Article

Synthetic microbial consortia enable rapid assembly of pure translation machinery

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Abstract

Assembly of recombinant multiprotein systems requires multiple culturing and purification steps that scale linearly with the number of constituent proteins. This problem is particularly pronounced in the preparation of the 34 proteins involved in transcription and translation systems, which are fundamental biochemistry tools for reconstitution of cellular pathways ex vivo. Here, we engineer synthetic microbial consortia consisting of between 15 and 34 Escherichia coli strains to assemble the 34 proteins in a single culturing, lysis, and purification procedure. The expression of these proteins is controlled by synthetic genetic modules to produce the proteins at the correct ratios. We show that the pure multiprotein system is functional and reproducible, and has low protein contaminants. We also demonstrate its application in the screening of synthetic promoters and protease inhibitors. Our work establishes a novel strategy for producing pure translation machinery, which may be extended to the production of other multiprotein systems.

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Acknowledgements

We appreciate the discussion of the manuscript with members of Tan lab. This work is supported by Society-in-Science, Branco–Weiss Fellowship to C.T. L.E.C.-L. is supported through a UC MEXUS-CONACYT Doctoral Fellowship.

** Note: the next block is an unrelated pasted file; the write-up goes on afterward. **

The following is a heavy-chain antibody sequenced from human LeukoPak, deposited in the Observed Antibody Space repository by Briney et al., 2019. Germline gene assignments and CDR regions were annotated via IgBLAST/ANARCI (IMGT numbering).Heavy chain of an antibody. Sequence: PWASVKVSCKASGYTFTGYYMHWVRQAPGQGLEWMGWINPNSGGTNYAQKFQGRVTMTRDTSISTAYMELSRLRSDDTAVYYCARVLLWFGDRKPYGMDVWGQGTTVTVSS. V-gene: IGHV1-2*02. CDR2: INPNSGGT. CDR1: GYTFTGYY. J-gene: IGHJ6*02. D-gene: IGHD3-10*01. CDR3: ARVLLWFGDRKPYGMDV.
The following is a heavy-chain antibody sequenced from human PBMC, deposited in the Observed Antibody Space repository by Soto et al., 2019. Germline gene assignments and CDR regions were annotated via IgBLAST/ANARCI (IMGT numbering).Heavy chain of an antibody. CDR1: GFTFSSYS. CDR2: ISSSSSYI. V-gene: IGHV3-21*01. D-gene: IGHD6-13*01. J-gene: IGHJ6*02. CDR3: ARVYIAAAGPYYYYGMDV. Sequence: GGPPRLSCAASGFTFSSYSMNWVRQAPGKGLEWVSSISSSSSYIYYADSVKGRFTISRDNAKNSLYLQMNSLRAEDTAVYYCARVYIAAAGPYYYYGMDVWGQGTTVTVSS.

Author information

Affiliations

  1. Department of Biomedical Engineering, University of California Davis, Davis, California, USA.

    • Fernando Villarreal
    • , Luis E Contreras-Llano
    • , Michael Chavez
    • , Yunfeng Ding
    • , Jinzhen Fan
    • , Tingrui Pan
    •  & Cheemeng Tan

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Contributions

F.V. and C.T. designed the study. M.C. and C.T. wrote Matlab codes and performed computer simulations. F.V. performed all experiments and data analysis. L.E.C.-L. assisted with protein purification and quantification of protein yields. C.T. gave technical and conceptual advice. F.V. and C.T. wrote the paper. Y.D constructed the Ngo plasmids. J.F. and T.P. assisted with the study of the Ngo plasmids.

Competing interests

The authors declare no competing financial interests.

Corresponding author

Correspondence to Cheemeng Tan.

Supplementary information

PDF files

  1. 1.

    Supplementary Text and Figures

    Supplementary Results, Supplementary Tables 1–10, Supplementary Figures 1–24 and Supplementary Notes 1–3

  2. 2.

    Life Sciences Reporting Summary

Excel files

  1. 1.

    Supplementary Dataset 1

    Identified proteins and quantified counts from 34-strain TraMOS.

  2. 2.

    Supplementary Dataset 2

    Identified proteins and quantified counts of TraMOS I with low activity.